Satyarthi: We are able to successfully convert villages into “child-friendly” villages. In these villages, most of the girls are doing household chores, working in fields, looking after animals, and doing domestic help. Many of the girls are married at a very early age.
We take them out of exploitative labor, child marriages, and abuse. We enroll all the children in schools, and help them form a children’s parliament, so they can elect young leaders.
I’ll tell you the story of one girl, Payal. When she was 10 or 11 years old, she was working as a child laborer. She and her elder sister were about to be married off by her family. But she was a part of this child-friendly village program, so we enrolled her in a school. She became empowered and opposed child marriage. She stood up to her family and said she would not get married.
That was a big thing in the village, and the whole family and relatives went against her. But, she was not threatened, and she stood by her conviction. She became an icon, and finally child marriage came to an end in her village.
Narang: Wow, that’s a great story. It’s about setting an example. How do you go into the village and enroll a girl like Payal into school if the family is resistant to that?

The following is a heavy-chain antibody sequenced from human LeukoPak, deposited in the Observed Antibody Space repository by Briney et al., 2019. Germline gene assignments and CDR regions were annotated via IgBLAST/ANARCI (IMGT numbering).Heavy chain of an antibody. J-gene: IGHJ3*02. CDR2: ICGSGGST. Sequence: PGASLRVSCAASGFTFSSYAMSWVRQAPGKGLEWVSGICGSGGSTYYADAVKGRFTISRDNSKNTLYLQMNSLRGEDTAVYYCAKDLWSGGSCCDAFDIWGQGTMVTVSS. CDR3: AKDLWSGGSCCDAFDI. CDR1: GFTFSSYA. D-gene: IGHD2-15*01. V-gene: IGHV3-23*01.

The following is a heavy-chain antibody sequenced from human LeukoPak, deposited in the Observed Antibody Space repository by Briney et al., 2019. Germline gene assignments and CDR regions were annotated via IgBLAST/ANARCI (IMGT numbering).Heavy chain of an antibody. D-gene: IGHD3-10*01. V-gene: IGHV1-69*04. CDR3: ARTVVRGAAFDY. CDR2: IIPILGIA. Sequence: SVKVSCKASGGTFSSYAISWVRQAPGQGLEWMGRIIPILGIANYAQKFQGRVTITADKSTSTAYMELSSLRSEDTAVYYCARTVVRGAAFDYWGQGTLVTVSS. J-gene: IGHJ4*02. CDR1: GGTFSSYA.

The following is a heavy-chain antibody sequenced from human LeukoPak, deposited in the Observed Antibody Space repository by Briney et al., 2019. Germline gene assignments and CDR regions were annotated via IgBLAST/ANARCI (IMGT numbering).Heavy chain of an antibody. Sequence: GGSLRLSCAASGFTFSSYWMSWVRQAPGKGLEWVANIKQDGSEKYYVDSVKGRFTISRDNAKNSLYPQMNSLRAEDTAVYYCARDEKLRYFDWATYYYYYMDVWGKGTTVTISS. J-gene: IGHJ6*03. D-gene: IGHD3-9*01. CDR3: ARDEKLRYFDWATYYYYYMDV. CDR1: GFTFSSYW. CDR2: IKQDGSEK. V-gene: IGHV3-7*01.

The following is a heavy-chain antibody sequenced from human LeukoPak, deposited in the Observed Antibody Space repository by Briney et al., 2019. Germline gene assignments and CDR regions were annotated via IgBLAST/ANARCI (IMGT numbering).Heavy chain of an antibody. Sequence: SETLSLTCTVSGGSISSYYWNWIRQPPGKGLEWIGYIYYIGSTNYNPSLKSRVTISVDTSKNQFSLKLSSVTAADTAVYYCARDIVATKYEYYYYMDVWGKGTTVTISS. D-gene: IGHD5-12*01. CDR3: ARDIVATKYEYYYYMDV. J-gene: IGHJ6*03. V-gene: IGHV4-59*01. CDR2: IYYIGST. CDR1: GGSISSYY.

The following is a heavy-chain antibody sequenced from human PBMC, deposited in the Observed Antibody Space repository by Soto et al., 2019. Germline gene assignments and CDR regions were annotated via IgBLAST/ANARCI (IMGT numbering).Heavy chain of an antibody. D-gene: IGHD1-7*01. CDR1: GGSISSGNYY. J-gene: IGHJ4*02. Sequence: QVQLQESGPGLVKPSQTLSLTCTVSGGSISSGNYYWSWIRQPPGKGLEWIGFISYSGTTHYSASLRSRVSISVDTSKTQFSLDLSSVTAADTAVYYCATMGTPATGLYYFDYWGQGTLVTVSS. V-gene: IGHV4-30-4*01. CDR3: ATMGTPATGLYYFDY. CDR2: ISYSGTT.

Satyarthi: We have to find some good allies, and the allies are usually educated or literate women. They are easily convinced why the girls should go to school and not work or get married. Sometimes, we work with lady teachers who can help us.
There are men also, sometimes boys, who agree to work for this cause. Sometimes, we also engage local religious leaders or local priests. It takes time, but if he is convinced, it becomes much easier because he can tell the village that all of this is against religious beliefs.
We also try to highlight successful women of that particular community. For example, we introduce a woman teacher, a policewoman or other women who are doing good work. They tell the village their own stories about how their parents didn’t allow them to go to school, but they got educated later and became successful women.
When they tell their stories, people think “Oh, that is a great idea,” and the mothers say, “Yes, we wanted to send our daughters to school.” And fathers also agree.
Narang: How does girls’ education bring about economic improvements for her and her family?
Satyarthi: When a girl enters school, millions of doors of opportunity open. That is the case with all children, but with girls, education gives a better future to the entire generation and generations to come. It has a ripple effect.
With girls, the economic return is much higher because they can acquire new skills they wouldn’t otherwise get. If girls are educated, then later on in life, they are able to manage money and become economically independent.
Women’s economic empowerment minimizes or completely abolishes evils such as domestic violence or sexual abuses. It helps create more harmony in the family because women have a bigger say. We create more sustainable families, sustainable society and eventually a sustainable world.